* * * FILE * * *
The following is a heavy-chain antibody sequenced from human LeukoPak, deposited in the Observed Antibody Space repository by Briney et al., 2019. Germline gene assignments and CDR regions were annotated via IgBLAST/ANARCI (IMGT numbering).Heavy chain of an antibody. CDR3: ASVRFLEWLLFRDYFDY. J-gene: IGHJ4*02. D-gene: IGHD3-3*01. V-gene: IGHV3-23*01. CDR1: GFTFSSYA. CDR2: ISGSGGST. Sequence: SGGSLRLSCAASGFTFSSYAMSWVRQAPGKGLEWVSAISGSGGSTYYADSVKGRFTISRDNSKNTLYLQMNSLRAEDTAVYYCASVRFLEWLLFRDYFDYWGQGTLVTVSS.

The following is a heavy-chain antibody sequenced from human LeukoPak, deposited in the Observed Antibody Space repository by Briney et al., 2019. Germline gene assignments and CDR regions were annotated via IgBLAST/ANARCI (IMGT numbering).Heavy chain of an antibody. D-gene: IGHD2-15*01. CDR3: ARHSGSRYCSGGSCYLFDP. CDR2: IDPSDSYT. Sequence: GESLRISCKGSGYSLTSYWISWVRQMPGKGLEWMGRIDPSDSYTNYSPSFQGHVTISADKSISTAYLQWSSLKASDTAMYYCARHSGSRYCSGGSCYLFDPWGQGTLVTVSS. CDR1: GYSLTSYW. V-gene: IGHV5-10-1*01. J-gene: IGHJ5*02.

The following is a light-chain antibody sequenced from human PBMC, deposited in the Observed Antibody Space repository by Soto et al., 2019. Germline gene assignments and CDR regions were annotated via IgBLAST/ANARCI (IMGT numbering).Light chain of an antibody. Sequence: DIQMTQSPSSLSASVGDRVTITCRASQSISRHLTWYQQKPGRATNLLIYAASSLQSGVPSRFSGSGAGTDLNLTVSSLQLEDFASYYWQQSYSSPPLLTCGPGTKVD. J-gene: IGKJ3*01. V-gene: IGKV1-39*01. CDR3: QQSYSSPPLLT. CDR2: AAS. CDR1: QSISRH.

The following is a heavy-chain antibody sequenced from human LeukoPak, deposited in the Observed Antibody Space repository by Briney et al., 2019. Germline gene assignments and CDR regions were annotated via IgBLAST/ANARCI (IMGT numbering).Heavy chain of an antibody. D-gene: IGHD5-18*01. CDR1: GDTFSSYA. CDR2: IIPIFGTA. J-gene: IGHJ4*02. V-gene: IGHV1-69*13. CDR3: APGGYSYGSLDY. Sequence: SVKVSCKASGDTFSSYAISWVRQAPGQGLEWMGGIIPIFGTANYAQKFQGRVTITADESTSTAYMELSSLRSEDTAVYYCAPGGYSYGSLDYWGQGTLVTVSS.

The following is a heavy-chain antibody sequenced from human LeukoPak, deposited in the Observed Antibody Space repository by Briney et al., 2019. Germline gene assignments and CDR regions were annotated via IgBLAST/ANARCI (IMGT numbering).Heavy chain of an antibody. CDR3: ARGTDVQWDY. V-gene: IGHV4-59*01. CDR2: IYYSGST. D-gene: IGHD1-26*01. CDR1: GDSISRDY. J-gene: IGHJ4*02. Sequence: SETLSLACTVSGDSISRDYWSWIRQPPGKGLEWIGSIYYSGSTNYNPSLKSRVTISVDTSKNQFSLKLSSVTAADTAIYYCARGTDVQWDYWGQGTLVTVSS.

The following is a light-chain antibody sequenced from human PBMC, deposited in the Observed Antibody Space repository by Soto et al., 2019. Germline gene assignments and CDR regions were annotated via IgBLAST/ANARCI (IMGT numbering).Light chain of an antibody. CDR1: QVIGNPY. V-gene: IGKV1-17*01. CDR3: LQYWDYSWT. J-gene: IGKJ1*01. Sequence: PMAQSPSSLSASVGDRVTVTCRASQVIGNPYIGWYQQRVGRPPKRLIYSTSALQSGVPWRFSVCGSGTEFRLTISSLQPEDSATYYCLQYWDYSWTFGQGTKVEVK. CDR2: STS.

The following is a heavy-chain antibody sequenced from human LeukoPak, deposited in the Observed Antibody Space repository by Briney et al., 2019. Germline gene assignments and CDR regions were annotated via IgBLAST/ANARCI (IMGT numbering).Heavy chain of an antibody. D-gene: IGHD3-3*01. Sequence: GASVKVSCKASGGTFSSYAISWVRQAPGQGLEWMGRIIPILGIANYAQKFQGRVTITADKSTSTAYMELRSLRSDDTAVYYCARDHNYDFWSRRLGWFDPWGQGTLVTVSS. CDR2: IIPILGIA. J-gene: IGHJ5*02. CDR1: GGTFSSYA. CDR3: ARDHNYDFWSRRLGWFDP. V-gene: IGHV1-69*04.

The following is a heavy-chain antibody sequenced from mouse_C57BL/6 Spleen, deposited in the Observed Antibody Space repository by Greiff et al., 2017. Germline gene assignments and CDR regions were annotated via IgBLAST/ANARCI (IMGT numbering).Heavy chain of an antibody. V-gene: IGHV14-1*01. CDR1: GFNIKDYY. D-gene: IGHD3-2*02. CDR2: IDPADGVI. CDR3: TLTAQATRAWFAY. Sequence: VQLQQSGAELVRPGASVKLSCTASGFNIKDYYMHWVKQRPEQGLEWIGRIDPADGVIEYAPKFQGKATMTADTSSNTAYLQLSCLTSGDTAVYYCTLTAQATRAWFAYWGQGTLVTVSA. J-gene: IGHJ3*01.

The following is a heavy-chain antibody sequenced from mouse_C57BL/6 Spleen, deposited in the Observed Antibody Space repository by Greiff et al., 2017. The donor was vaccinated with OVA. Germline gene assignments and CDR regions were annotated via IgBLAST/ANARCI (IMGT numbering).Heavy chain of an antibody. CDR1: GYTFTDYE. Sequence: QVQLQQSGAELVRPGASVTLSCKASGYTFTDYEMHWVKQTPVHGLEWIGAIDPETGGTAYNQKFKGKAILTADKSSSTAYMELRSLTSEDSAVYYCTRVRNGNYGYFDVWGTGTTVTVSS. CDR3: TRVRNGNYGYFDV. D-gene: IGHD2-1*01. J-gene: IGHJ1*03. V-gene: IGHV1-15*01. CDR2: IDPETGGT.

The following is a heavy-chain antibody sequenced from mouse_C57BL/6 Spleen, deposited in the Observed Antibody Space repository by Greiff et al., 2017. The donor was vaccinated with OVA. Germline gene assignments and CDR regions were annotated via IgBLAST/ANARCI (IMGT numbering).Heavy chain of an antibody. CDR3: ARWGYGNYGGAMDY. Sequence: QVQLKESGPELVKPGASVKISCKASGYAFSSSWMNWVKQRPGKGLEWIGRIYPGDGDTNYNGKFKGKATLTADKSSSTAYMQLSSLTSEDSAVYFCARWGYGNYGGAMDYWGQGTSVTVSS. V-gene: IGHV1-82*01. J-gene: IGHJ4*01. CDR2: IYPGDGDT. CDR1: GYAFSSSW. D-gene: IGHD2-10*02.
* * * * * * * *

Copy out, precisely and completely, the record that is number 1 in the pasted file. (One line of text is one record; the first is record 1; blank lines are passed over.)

The following is a heavy-chain antibody sequenced from human LeukoPak, deposited in the Observed Antibody Space repository by Briney et al., 2019. Germline gene assignments and CDR regions were annotated via IgBLAST/ANARCI (IMGT numbering).Heavy chain of an antibody. CDR3: ASVRFLEWLLFRDYFDY. J-gene: IGHJ4*02. D-gene: IGHD3-3*01. V-gene: IGHV3-23*01. CDR1: GFTFSSYA. CDR2: ISGSGGST. Sequence: SGGSLRLSCAASGFTFSSYAMSWVRQAPGKGLEWVSAISGSGGSTYYADSVKGRFTISRDNSKNTLYLQMNSLRAEDTAVYYCASVRFLEWLLFRDYFDYWGQGTLVTVSS.